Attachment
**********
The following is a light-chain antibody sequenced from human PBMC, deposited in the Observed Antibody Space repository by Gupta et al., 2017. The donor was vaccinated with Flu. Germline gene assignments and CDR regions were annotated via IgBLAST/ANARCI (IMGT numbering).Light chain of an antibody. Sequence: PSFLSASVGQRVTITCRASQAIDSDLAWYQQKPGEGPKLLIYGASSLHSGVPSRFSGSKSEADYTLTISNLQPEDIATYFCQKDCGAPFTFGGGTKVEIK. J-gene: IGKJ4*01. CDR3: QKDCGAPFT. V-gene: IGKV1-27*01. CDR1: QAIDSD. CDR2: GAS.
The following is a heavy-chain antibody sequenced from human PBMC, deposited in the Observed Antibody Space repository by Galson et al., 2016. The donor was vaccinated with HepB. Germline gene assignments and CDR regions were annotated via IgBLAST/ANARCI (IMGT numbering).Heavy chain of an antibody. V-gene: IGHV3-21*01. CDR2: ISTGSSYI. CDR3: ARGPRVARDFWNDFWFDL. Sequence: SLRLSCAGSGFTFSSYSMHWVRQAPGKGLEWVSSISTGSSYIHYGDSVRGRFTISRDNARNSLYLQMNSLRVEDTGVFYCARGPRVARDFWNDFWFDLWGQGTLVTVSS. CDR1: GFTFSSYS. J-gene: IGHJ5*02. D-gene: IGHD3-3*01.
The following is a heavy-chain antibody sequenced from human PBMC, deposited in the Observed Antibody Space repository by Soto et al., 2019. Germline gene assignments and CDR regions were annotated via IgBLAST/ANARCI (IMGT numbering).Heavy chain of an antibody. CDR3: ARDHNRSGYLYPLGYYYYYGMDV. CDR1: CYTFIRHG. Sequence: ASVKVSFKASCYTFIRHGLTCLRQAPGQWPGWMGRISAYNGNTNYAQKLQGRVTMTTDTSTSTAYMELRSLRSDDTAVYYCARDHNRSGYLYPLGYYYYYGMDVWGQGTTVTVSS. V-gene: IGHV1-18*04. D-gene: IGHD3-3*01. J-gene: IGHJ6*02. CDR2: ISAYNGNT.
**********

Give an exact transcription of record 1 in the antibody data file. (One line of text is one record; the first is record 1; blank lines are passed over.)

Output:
The following is a light-chain antibody sequenced from human PBMC, deposited in the Observed Antibody Space repository by Gupta et al., 2017. The donor was vaccinated with Flu. Germline gene assignments and CDR regions were annotated via IgBLAST/ANARCI (IMGT numbering).Light chain of an antibody. Sequence: PSFLSASVGQRVTITCRASQAIDSDLAWYQQKPGEGPKLLIYGASSLHSGVPSRFSGSKSEADYTLTISNLQPEDIATYFCQKDCGAPFTFGGGTKVEIK. J-gene: IGKJ4*01. CDR3: QKDCGAPFT. V-gene: IGKV1-27*01. CDR1: QAIDSD. CDR2: GAS.